Vulnerability allows attackers to listen and intercept VPN connections
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Researchers from the University of New Mexico have discovered a vulnerability affecting Ubuntu, Fedora, Debian, FreeBSD, OpenBSD, macOS, iOS Android, and other Unix-based OSs. The problem allows you to listen, intercept and interfere with the operation of VPN connections.
The bug got the identifier CVE-2019-14899, and the root of the problem lies in the network stacks of a number of Unix-based operating systems, or rather, in the way these OSs respond to unexpected network packets. An attacker can use the vulnerability to "probe" the device and identify various details about the status of the user's VPN connection.
Attacks can be performed on behalf of a malicious access point or router, or an attacker can be present on the same network to determine if another user is connected to the VPN, find out his virtual IP address assigned by the server, and determine whether the victim is connected to a specific site. Even worse, the bug allows you to determine the exact sequence of packets in certain VPN connections, which can be used to inject into the TCP data stream and compromise the connection.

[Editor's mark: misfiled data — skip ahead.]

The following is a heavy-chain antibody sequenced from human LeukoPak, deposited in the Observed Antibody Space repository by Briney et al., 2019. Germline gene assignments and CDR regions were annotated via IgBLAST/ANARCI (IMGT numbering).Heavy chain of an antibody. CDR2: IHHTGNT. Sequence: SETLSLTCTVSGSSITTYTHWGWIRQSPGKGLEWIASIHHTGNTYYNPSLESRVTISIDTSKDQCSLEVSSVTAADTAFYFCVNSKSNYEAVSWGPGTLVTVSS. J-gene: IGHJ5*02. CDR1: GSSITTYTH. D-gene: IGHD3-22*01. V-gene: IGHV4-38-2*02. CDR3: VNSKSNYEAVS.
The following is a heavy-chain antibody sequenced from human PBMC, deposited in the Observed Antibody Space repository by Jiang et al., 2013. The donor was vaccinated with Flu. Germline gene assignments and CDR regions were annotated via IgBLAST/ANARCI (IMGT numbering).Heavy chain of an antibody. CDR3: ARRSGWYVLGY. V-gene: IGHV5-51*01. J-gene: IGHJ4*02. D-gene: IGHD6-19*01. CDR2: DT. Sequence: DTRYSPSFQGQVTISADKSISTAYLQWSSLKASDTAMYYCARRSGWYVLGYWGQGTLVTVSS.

Researchers report that they have successfully exploited the vulnerability in the following operating systems, and also write that the problem extends to Android, iOS and macOS:
Ubuntu 19.10 (systemd)
Debian 10.2 (systemd)
Arch 2019.05 (systemd)
Manjaro 18.1.1 (systemd)
Devuan (sysV init)
MX Linux 19 (Mepis + antiX)
Void Linux (runit)
Slackware 14.2 (rc.d))
It is emphasized that the attack works against OpenVPN, WireGuard, and IKEv2 / IPSec, and so on, since the VPN technology itself does not matter, nor does the use of IPv4 or IPv6.